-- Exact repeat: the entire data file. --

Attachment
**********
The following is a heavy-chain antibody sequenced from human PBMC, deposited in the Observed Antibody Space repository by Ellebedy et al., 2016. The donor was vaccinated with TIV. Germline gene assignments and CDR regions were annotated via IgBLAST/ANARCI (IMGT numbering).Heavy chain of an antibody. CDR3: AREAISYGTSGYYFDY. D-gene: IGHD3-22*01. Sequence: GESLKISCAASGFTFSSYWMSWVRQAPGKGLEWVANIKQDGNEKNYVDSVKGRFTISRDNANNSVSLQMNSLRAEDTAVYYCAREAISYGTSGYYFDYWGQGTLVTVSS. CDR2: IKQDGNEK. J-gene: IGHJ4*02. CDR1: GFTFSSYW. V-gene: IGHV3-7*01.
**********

The following is a heavy-chain antibody sequenced from human PBMC, deposited in the Observed Antibody Space repository by Ellebedy et al., 2016. The donor was vaccinated with TIV. Germline gene assignments and CDR regions were annotated via IgBLAST/ANARCI (IMGT numbering).Heavy chain of an antibody. CDR3: AREAISYGTSGYYFDY. D-gene: IGHD3-22*01. Sequence: GESLKISCAASGFTFSSYWMSWVRQAPGKGLEWVANIKQDGNEKNYVDSVKGRFTISRDNANNSVSLQMNSLRAEDTAVYYCAREAISYGTSGYYFDYWGQGTLVTVSS. CDR2: IKQDGNEK. J-gene: IGHJ4*02. CDR1: GFTFSSYW. V-gene: IGHV3-7*01.